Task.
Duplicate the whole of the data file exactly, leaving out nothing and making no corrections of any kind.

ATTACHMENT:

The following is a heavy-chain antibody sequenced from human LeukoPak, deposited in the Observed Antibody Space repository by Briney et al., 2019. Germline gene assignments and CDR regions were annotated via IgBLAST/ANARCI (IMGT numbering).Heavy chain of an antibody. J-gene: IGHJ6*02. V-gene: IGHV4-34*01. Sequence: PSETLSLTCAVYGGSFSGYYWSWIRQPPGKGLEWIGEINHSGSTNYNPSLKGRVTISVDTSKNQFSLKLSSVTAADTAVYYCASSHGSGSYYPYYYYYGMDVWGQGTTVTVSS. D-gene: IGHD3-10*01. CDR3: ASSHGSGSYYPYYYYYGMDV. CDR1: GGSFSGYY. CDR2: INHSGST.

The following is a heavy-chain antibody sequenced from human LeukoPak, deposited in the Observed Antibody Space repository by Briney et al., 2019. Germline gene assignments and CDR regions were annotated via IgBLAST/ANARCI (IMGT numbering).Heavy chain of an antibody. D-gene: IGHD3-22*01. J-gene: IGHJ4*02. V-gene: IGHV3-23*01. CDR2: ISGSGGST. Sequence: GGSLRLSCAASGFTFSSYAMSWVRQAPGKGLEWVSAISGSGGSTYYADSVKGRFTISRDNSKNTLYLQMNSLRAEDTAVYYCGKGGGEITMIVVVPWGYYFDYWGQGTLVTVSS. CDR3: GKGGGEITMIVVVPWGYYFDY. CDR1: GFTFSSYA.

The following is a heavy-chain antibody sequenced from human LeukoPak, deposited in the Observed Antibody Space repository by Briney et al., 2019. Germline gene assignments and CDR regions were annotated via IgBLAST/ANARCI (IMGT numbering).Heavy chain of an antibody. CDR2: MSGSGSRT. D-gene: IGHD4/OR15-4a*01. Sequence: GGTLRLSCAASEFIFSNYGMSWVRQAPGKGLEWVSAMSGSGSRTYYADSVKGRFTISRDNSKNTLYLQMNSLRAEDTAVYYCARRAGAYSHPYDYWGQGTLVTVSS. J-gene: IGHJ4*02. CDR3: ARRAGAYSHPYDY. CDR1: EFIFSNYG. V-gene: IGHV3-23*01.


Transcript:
The following is a heavy-chain antibody sequenced from human LeukoPak, deposited in the Observed Antibody Space repository by Briney et al., 2019. Germline gene assignments and CDR regions were annotated via IgBLAST/ANARCI (IMGT numbering).Heavy chain of an antibody. J-gene: IGHJ6*02. V-gene: IGHV4-34*01. Sequence: PSETLSLTCAVYGGSFSGYYWSWIRQPPGKGLEWIGEINHSGSTNYNPSLKGRVTISVDTSKNQFSLKLSSVTAADTAVYYCASSHGSGSYYPYYYYYGMDVWGQGTTVTVSS. D-gene: IGHD3-10*01. CDR3: ASSHGSGSYYPYYYYYGMDV. CDR1: GGSFSGYY. CDR2: INHSGST.

The following is a heavy-chain antibody sequenced from human LeukoPak, deposited in the Observed Antibody Space repository by Briney et al., 2019. Germline gene assignments and CDR regions were annotated via IgBLAST/ANARCI (IMGT numbering).Heavy chain of an antibody. D-gene: IGHD3-22*01. J-gene: IGHJ4*02. V-gene: IGHV3-23*01. CDR2: ISGSGGST. Sequence: GGSLRLSCAASGFTFSSYAMSWVRQAPGKGLEWVSAISGSGGSTYYADSVKGRFTISRDNSKNTLYLQMNSLRAEDTAVYYCGKGGGEITMIVVVPWGYYFDYWGQGTLVTVSS. CDR3: GKGGGEITMIVVVPWGYYFDY. CDR1: GFTFSSYA.

The following is a heavy-chain antibody sequenced from human LeukoPak, deposited in the Observed Antibody Space repository by Briney et al., 2019. Germline gene assignments and CDR regions were annotated via IgBLAST/ANARCI (IMGT numbering).Heavy chain of an antibody. CDR2: MSGSGSRT. D-gene: IGHD4/OR15-4a*01. Sequence: GGTLRLSCAASEFIFSNYGMSWVRQAPGKGLEWVSAMSGSGSRTYYADSVKGRFTISRDNSKNTLYLQMNSLRAEDTAVYYCARRAGAYSHPYDYWGQGTLVTVSS. J-gene: IGHJ4*02. CDR3: ARRAGAYSHPYDY. CDR1: EFIFSNYG. V-gene: IGHV3-23*01.